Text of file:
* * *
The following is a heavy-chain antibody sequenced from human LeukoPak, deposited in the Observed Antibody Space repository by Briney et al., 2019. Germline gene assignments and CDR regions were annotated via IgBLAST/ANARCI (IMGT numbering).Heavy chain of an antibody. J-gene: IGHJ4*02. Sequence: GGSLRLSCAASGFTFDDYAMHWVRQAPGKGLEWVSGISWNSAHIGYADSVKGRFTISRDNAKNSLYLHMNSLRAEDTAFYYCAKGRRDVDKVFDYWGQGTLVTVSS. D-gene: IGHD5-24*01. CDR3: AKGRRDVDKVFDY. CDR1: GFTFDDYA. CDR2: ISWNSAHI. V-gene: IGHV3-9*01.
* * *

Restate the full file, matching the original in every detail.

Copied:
The following is a heavy-chain antibody sequenced from human LeukoPak, deposited in the Observed Antibody Space repository by Briney et al., 2019. Germline gene assignments and CDR regions were annotated via IgBLAST/ANARCI (IMGT numbering).Heavy chain of an antibody. J-gene: IGHJ4*02. Sequence: GGSLRLSCAASGFTFDDYAMHWVRQAPGKGLEWVSGISWNSAHIGYADSVKGRFTISRDNAKNSLYLHMNSLRAEDTAFYYCAKGRRDVDKVFDYWGQGTLVTVSS. D-gene: IGHD5-24*01. CDR3: AKGRRDVDKVFDY. CDR1: GFTFDDYA. CDR2: ISWNSAHI. V-gene: IGHV3-9*01.